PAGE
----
The responses to that report from the ANTZ were (a) “those evil cigarette companies are threatening to start dumping cheap product in our market if we do this!” and (b) what Snowdon quoted above. Point (a) reflects basic illiteracy (no one was saying anything of the kind, as anyone who could read could see), as well as economic innumeracy: Anyone who understands basic economics knows that producers cannot just pick the price they want to sell something for. They want to charge as much as possible. More precisely, they want to profit as much as possible, selling at a high price that has lots of profit, but not so high that they lose profit by driving customers away. A monopolist would shoot for the sweet spot that such that any additional profit from raising the price would be lost because of losing too many customers. But market competition pushes the price down from what the monopolist would charge (which is why competition is good for consumers). The analyses of what will happen (either my brief analysis here which I am giving away free, or the one from the consultants that probably cost six figures) identify how the ability to charge more will be eroded and the competition will drive the price down.
The raising taxes idea is equally innumerate: Taxes on cigarettes in most places are already about as high as they can be without tipping a large portion of consumers who buy at the cheap end of the legal market into the black market instead. In some places (e.g., Canada, New York City) the taxes are even higher than that level, and so the black market is really thriving. In most places there is little room to raise taxes any more. This is presumably what Snowdon was pointing out with his response to Chapman.
But it gets worse (for the likes of Chapman): Recall that I said that due to competition, companies cannot just set the price at the level where they would make the most profit. They are not allowed to collude to avoid the effects of that competition. But the government can do what companies are prevented from doing by antitrust laws: They can raise the price to the monopoly price and keep the premium for themselves — and that is basically what they do. To a large extent, this is because branded cigarettes offer a lot of room for monopoly profits before consumers will exist the market in favor of perceived-inferior substitutes (the black market, but also roll-your-own, grow-your-own, and anything else that avoids some or all of the taxes in a particular jurisdiction).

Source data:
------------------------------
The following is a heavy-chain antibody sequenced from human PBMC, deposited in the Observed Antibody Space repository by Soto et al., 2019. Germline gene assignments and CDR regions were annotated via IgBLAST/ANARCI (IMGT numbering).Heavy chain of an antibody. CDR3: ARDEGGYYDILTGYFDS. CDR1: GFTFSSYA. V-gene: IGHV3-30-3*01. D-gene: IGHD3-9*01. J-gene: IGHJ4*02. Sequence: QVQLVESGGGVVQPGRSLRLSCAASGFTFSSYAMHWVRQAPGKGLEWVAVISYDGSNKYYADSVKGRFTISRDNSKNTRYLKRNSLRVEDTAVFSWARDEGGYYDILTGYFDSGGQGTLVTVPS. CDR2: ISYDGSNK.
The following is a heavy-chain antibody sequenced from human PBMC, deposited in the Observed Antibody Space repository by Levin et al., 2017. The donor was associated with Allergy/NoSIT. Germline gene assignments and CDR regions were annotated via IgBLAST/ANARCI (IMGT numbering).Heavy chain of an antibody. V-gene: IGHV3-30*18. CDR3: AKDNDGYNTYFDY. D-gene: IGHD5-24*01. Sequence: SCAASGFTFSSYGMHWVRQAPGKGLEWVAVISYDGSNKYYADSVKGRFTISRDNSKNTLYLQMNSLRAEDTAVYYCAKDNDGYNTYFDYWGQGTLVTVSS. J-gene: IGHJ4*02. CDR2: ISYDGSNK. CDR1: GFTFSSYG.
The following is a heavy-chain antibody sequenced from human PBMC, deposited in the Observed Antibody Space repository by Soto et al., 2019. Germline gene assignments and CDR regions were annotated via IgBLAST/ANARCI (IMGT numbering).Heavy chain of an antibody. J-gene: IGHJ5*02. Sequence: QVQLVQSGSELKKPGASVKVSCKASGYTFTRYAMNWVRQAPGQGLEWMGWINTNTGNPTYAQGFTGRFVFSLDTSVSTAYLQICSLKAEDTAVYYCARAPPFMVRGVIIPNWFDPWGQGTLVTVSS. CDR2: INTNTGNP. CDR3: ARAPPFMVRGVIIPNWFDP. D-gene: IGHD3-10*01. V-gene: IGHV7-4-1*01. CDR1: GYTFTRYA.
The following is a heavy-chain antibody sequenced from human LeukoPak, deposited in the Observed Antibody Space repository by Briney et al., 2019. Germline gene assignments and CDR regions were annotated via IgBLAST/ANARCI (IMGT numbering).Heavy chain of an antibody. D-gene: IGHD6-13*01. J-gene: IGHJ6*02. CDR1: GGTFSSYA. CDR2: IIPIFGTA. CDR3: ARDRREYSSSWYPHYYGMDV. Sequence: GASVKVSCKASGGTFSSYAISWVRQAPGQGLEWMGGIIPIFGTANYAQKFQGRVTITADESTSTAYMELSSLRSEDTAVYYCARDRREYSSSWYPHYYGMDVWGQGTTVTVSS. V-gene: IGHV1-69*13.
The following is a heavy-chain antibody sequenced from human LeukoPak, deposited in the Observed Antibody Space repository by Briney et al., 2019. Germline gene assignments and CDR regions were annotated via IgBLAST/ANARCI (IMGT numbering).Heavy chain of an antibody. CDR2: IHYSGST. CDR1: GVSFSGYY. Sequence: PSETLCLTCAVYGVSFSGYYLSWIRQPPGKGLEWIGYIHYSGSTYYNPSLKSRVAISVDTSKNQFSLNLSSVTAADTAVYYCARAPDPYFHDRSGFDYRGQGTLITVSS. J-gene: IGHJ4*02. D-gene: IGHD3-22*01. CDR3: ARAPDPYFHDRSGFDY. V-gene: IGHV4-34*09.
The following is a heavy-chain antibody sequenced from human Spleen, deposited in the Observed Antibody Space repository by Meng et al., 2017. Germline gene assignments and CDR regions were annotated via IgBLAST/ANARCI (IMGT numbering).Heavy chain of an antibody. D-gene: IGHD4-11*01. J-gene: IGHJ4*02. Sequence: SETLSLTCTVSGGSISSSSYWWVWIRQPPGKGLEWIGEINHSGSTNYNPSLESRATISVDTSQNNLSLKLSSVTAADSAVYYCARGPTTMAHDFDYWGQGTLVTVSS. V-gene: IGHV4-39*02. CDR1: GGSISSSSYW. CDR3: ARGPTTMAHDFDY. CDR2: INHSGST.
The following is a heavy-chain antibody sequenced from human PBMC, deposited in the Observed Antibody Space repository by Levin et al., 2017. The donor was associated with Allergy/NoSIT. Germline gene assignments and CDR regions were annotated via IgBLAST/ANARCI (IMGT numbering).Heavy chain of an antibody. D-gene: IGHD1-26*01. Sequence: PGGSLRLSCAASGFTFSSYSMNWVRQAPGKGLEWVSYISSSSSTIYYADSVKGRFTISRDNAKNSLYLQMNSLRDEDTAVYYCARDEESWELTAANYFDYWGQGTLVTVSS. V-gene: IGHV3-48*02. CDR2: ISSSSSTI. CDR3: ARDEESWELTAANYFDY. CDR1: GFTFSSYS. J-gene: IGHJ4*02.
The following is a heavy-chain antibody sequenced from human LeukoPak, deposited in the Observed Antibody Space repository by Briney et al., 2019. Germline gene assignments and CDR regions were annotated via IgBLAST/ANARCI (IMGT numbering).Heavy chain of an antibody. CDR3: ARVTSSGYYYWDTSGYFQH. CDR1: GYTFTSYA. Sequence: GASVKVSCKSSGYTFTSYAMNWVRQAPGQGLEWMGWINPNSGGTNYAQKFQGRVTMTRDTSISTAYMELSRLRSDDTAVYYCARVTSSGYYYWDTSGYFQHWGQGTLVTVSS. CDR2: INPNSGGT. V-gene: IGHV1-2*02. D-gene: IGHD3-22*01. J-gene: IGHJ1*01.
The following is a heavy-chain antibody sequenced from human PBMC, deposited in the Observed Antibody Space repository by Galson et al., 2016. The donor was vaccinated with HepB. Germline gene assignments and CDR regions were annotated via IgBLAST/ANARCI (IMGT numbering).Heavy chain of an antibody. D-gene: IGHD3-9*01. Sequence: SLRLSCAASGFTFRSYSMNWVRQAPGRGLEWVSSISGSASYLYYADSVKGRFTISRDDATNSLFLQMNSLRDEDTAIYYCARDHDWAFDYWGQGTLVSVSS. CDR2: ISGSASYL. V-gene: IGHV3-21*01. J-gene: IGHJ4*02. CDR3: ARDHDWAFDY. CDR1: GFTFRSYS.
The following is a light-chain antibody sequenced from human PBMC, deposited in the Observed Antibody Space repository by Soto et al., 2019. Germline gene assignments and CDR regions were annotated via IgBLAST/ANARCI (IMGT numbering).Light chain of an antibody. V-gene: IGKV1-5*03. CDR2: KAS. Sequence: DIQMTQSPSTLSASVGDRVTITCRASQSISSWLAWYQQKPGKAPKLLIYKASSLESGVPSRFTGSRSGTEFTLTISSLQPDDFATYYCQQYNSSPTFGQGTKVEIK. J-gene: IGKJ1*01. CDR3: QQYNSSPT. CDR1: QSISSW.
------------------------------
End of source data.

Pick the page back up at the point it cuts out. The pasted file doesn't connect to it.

In most jurisdictions that have sufficient government to enforce tax collection, government makes a lot more from the sale of cigarettes than do the manufacturers or the retailers. Indeed, in places like Australia and Britain, the taxes are intentionally pushed to about the maximum the market will bear — before too many people exit to substitute sources of smokes — to maximize revenue and to a lesser extent to discourage smoking. Raise the taxes any more, and revenue would drop, but also many smokers would switch to an alternative that is a lot cheaper, thereby losing the anti-smoking effects of the higher prices.
The segment of the legal market that competes most closely with black market is at the lowest end, where brands are not worth much. That is where the marginal customers are right on the cusp of switching to the black market, and where most of the switching would occur if taxes were increased. The premium brands are much less vulnerable to this competition because they offer something more than the commodity.
So with that in mind, the story is: Those who are motivated by their hatred of cigarette companies want to drive the price of the premium brands down and ideally make the whole legal market look like the current market for the cheapest brands. It is that cheap end of the market that is the constraint on current tax rates, to keep from driving those consumers to the black market. Since under the de-branding plan the entire market will look like that end of the market, there will be even more switching to the black market at any given tax rate. Anywhere the taxes are already at the estimated sweet spot (driving many, but not too many, consumers to the black market) where raising them any more would tip too many people into the black market, the optimal response to the situation is to decrease taxes. If the taxes are already on the verge of tipping too many people into the black market (etc.), thereby losing revenue and the anti-smoking incentive effect, then eliminating brand premiums will make the current taxes higher than the optimum, requiring a decrease to get back to the optimum.
And so the plan is to raise the taxes for the legal market even more.
Really? Did I miss something there?
I am pretty sure not. But someone sure did. I assign the blame in equal parts to poor basic education about economics and the even poorer education in graduate-level public health, sociology, and related fields, where science is treated as decoration to dress up ideological conclusions.
[Update: More on this here.]